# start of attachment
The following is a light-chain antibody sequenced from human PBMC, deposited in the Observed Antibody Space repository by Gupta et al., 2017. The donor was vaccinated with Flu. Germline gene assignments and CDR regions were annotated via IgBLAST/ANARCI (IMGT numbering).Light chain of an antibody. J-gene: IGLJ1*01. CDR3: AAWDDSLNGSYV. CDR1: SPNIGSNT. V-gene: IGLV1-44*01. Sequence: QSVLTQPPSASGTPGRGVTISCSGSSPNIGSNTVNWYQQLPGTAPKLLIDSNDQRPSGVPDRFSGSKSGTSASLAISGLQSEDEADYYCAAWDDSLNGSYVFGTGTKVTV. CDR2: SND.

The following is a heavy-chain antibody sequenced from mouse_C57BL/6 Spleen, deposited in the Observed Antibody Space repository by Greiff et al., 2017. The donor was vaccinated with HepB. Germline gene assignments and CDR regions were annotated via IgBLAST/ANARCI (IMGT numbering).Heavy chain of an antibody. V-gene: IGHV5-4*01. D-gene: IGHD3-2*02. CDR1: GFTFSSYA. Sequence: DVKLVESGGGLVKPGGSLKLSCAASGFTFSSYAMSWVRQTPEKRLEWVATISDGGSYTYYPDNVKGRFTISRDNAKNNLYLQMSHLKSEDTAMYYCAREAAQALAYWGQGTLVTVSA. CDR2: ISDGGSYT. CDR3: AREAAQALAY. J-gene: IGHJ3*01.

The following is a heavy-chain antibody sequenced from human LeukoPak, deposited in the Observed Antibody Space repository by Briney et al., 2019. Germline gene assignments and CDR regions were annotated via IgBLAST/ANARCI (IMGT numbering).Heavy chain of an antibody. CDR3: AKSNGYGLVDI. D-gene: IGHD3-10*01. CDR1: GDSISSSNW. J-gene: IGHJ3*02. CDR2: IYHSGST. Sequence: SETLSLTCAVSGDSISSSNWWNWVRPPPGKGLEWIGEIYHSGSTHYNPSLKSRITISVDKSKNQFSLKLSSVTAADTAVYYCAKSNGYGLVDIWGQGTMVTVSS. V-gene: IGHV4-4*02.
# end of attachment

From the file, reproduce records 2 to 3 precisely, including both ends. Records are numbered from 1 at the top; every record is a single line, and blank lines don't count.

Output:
The following is a heavy-chain antibody sequenced from mouse_C57BL/6 Spleen, deposited in the Observed Antibody Space repository by Greiff et al., 2017. The donor was vaccinated with HepB. Germline gene assignments and CDR regions were annotated via IgBLAST/ANARCI (IMGT numbering).Heavy chain of an antibody. V-gene: IGHV5-4*01. D-gene: IGHD3-2*02. CDR1: GFTFSSYA. Sequence: DVKLVESGGGLVKPGGSLKLSCAASGFTFSSYAMSWVRQTPEKRLEWVATISDGGSYTYYPDNVKGRFTISRDNAKNNLYLQMSHLKSEDTAMYYCAREAAQALAYWGQGTLVTVSA. CDR2: ISDGGSYT. CDR3: AREAAQALAY. J-gene: IGHJ3*01.

The following is a heavy-chain antibody sequenced from human LeukoPak, deposited in the Observed Antibody Space repository by Briney et al., 2019. Germline gene assignments and CDR regions were annotated via IgBLAST/ANARCI (IMGT numbering).Heavy chain of an antibody. CDR3: AKSNGYGLVDI. D-gene: IGHD3-10*01. CDR1: GDSISSSNW. J-gene: IGHJ3*02. CDR2: IYHSGST. Sequence: SETLSLTCAVSGDSISSSNWWNWVRPPPGKGLEWIGEIYHSGSTHYNPSLKSRITISVDKSKNQFSLKLSSVTAADTAVYYCAKSNGYGLVDIWGQGTMVTVSS. V-gene: IGHV4-4*02.